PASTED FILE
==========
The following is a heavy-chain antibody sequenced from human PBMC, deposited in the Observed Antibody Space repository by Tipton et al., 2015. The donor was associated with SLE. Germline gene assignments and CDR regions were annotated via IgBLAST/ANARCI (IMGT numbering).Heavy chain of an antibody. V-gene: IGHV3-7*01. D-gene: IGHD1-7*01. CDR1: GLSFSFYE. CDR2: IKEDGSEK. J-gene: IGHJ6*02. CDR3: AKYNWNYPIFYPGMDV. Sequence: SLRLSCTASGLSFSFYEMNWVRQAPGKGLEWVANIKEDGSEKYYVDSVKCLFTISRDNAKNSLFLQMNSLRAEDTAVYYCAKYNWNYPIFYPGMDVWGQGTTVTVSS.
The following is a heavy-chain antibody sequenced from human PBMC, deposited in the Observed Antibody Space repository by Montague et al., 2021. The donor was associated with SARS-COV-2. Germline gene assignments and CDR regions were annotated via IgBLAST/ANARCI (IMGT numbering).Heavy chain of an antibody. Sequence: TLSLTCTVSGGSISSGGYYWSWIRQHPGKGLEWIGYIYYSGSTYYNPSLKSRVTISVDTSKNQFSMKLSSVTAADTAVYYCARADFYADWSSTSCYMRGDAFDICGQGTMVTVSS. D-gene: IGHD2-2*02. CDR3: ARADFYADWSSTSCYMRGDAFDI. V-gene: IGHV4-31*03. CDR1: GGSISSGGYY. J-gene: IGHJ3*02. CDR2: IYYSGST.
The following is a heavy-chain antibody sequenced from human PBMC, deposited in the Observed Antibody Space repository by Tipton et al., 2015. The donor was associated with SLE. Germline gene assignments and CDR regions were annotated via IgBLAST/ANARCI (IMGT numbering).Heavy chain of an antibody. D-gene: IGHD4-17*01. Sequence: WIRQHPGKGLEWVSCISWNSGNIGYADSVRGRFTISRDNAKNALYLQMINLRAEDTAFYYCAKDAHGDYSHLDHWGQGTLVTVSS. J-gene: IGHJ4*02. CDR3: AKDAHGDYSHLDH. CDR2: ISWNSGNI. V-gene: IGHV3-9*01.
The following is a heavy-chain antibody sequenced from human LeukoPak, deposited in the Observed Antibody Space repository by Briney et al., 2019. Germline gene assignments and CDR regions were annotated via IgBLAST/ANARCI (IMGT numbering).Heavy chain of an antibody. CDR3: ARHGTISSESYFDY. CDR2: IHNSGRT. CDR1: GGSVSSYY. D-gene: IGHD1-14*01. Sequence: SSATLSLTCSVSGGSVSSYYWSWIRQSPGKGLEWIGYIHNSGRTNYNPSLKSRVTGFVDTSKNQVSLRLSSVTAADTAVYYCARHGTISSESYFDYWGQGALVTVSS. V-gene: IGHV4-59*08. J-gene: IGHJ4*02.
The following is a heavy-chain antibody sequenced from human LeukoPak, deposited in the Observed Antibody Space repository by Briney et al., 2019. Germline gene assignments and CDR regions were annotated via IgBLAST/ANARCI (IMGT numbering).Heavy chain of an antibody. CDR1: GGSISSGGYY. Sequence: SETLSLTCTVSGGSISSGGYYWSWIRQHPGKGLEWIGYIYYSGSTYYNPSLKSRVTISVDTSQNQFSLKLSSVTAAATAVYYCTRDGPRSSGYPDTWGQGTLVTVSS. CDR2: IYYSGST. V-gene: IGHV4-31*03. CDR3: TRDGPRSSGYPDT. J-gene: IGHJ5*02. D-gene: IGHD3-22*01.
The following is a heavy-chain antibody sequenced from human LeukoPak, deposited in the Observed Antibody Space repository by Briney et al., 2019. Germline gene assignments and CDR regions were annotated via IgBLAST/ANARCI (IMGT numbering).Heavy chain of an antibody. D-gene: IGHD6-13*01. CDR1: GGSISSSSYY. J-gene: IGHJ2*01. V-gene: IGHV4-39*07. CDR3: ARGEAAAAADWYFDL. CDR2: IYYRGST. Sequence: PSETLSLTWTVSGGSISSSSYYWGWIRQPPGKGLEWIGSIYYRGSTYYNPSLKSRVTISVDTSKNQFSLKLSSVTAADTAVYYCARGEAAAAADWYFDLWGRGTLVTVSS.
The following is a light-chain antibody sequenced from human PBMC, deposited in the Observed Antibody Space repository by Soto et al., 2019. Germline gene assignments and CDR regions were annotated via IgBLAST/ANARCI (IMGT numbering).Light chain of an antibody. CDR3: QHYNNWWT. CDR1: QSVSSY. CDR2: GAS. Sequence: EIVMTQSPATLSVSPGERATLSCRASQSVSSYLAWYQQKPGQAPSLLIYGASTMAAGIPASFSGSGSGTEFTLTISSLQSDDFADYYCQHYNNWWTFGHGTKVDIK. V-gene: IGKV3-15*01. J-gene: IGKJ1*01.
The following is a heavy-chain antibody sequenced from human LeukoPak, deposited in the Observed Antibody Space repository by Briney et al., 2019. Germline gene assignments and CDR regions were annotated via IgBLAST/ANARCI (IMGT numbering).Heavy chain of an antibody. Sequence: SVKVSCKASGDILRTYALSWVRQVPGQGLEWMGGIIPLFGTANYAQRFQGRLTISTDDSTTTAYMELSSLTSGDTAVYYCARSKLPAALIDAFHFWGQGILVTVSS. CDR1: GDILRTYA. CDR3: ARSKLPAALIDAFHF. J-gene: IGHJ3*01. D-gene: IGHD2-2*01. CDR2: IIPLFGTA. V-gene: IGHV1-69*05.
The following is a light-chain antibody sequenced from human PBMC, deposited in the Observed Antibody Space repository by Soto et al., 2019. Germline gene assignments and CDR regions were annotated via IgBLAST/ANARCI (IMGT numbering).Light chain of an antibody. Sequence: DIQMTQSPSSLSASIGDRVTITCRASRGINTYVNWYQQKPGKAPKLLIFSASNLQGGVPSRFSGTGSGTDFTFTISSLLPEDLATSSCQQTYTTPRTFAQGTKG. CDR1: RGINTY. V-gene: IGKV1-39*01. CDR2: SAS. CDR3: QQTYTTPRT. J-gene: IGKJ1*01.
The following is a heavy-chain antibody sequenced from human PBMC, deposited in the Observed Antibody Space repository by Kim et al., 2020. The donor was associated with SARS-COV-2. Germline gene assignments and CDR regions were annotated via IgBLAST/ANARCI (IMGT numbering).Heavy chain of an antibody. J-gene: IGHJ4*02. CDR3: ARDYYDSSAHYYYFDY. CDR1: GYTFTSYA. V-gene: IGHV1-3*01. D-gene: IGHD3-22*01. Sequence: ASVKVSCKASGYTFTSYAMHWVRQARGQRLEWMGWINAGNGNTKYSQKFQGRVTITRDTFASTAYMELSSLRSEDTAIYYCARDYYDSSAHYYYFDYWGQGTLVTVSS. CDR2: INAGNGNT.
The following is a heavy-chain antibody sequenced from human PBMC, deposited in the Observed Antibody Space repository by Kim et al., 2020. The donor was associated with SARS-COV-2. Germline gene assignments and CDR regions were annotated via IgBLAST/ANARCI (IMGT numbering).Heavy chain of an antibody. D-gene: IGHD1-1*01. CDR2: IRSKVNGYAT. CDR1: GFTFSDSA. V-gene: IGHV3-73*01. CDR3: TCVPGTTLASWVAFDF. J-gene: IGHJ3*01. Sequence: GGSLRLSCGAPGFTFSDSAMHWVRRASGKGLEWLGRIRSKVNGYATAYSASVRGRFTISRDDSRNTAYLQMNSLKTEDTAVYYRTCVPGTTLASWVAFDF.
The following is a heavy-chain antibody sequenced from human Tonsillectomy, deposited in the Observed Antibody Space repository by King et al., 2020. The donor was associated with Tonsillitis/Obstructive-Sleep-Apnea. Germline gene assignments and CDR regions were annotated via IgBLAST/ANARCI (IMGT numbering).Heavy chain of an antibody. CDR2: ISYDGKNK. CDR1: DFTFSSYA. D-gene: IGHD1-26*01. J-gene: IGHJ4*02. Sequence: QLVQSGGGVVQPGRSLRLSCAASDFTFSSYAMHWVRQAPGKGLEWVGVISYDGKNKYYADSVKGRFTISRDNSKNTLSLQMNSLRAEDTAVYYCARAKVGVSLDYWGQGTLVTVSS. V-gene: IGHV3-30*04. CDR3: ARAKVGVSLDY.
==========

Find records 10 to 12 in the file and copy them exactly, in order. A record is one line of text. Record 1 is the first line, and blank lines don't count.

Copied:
The following is a heavy-chain antibody sequenced from human PBMC, deposited in the Observed Antibody Space repository by Kim et al., 2020. The donor was associated with SARS-COV-2. Germline gene assignments and CDR regions were annotated via IgBLAST/ANARCI (IMGT numbering).Heavy chain of an antibody. J-gene: IGHJ4*02. CDR3: ARDYYDSSAHYYYFDY. CDR1: GYTFTSYA. V-gene: IGHV1-3*01. D-gene: IGHD3-22*01. Sequence: ASVKVSCKASGYTFTSYAMHWVRQARGQRLEWMGWINAGNGNTKYSQKFQGRVTITRDTFASTAYMELSSLRSEDTAIYYCARDYYDSSAHYYYFDYWGQGTLVTVSS. CDR2: INAGNGNT.
The following is a heavy-chain antibody sequenced from human PBMC, deposited in the Observed Antibody Space repository by Kim et al., 2020. The donor was associated with SARS-COV-2. Germline gene assignments and CDR regions were annotated via IgBLAST/ANARCI (IMGT numbering).Heavy chain of an antibody. D-gene: IGHD1-1*01. CDR2: IRSKVNGYAT. CDR1: GFTFSDSA. V-gene: IGHV3-73*01. CDR3: TCVPGTTLASWVAFDF. J-gene: IGHJ3*01. Sequence: GGSLRLSCGAPGFTFSDSAMHWVRRASGKGLEWLGRIRSKVNGYATAYSASVRGRFTISRDDSRNTAYLQMNSLKTEDTAVYYRTCVPGTTLASWVAFDF.
The following is a heavy-chain antibody sequenced from human Tonsillectomy, deposited in the Observed Antibody Space repository by King et al., 2020. The donor was associated with Tonsillitis/Obstructive-Sleep-Apnea. Germline gene assignments and CDR regions were annotated via IgBLAST/ANARCI (IMGT numbering).Heavy chain of an antibody. CDR2: ISYDGKNK. CDR1: DFTFSSYA. D-gene: IGHD1-26*01. J-gene: IGHJ4*02. Sequence: QLVQSGGGVVQPGRSLRLSCAASDFTFSSYAMHWVRQAPGKGLEWVGVISYDGKNKYYADSVKGRFTISRDNSKNTLSLQMNSLRAEDTAVYYCARAKVGVSLDYWGQGTLVTVSS. V-gene: IGHV3-30*04. CDR3: ARAKVGVSLDY.